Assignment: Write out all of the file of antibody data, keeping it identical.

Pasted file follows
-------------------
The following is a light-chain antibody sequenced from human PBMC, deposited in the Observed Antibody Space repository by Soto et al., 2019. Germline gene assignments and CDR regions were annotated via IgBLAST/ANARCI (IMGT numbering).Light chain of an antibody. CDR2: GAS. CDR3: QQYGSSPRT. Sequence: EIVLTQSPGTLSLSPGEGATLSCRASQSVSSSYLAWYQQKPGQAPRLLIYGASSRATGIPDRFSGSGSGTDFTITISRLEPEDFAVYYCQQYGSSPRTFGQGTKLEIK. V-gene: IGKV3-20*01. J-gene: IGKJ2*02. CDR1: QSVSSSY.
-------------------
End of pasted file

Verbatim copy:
The following is a light-chain antibody sequenced from human PBMC, deposited in the Observed Antibody Space repository by Soto et al., 2019. Germline gene assignments and CDR regions were annotated via IgBLAST/ANARCI (IMGT numbering).Light chain of an antibody. CDR2: GAS. CDR3: QQYGSSPRT. Sequence: EIVLTQSPGTLSLSPGEGATLSCRASQSVSSSYLAWYQQKPGQAPRLLIYGASSRATGIPDRFSGSGSGTDFTITISRLEPEDFAVYYCQQYGSSPRTFGQGTKLEIK. V-gene: IGKV3-20*01. J-gene: IGKJ2*02. CDR1: QSVSSSY.